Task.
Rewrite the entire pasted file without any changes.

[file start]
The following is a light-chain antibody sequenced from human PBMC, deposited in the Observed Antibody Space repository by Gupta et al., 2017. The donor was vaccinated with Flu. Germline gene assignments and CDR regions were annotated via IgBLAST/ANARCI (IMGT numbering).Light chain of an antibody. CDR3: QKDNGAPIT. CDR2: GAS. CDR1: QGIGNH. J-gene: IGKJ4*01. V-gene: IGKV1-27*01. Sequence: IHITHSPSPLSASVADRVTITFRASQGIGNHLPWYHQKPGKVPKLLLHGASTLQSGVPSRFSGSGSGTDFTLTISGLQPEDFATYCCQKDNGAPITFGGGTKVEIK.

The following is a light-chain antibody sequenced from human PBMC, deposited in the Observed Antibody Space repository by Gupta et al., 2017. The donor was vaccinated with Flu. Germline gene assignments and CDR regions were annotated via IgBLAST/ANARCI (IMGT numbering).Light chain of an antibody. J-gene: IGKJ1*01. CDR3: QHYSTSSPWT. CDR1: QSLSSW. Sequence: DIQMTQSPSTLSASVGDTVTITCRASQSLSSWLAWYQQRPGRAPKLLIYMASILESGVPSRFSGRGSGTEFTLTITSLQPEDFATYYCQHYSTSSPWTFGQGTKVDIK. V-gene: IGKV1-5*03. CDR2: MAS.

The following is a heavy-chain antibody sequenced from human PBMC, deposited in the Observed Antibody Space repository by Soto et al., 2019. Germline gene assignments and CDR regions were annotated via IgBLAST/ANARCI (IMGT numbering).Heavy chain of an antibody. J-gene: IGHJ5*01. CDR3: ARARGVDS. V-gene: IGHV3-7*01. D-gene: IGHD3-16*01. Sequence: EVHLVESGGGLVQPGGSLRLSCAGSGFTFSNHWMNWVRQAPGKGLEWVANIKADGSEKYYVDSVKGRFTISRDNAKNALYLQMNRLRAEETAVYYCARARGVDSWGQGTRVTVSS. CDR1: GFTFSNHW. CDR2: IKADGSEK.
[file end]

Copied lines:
The following is a light-chain antibody sequenced from human PBMC, deposited in the Observed Antibody Space repository by Gupta et al., 2017. The donor was vaccinated with Flu. Germline gene assignments and CDR regions were annotated via IgBLAST/ANARCI (IMGT numbering).Light chain of an antibody. CDR3: QKDNGAPIT. CDR2: GAS. CDR1: QGIGNH. J-gene: IGKJ4*01. V-gene: IGKV1-27*01. Sequence: IHITHSPSPLSASVADRVTITFRASQGIGNHLPWYHQKPGKVPKLLLHGASTLQSGVPSRFSGSGSGTDFTLTISGLQPEDFATYCCQKDNGAPITFGGGTKVEIK.

The following is a light-chain antibody sequenced from human PBMC, deposited in the Observed Antibody Space repository by Gupta et al., 2017. The donor was vaccinated with Flu. Germline gene assignments and CDR regions were annotated via IgBLAST/ANARCI (IMGT numbering).Light chain of an antibody. J-gene: IGKJ1*01. CDR3: QHYSTSSPWT. CDR1: QSLSSW. Sequence: DIQMTQSPSTLSASVGDTVTITCRASQSLSSWLAWYQQRPGRAPKLLIYMASILESGVPSRFSGRGSGTEFTLTITSLQPEDFATYYCQHYSTSSPWTFGQGTKVDIK. V-gene: IGKV1-5*03. CDR2: MAS.

The following is a heavy-chain antibody sequenced from human PBMC, deposited in the Observed Antibody Space repository by Soto et al., 2019. Germline gene assignments and CDR regions were annotated via IgBLAST/ANARCI (IMGT numbering).Heavy chain of an antibody. J-gene: IGHJ5*01. CDR3: ARARGVDS. V-gene: IGHV3-7*01. D-gene: IGHD3-16*01. Sequence: EVHLVESGGGLVQPGGSLRLSCAGSGFTFSNHWMNWVRQAPGKGLEWVANIKADGSEKYYVDSVKGRFTISRDNAKNALYLQMNRLRAEETAVYYCARARGVDSWGQGTRVTVSS. CDR1: GFTFSNHW. CDR2: IKADGSEK.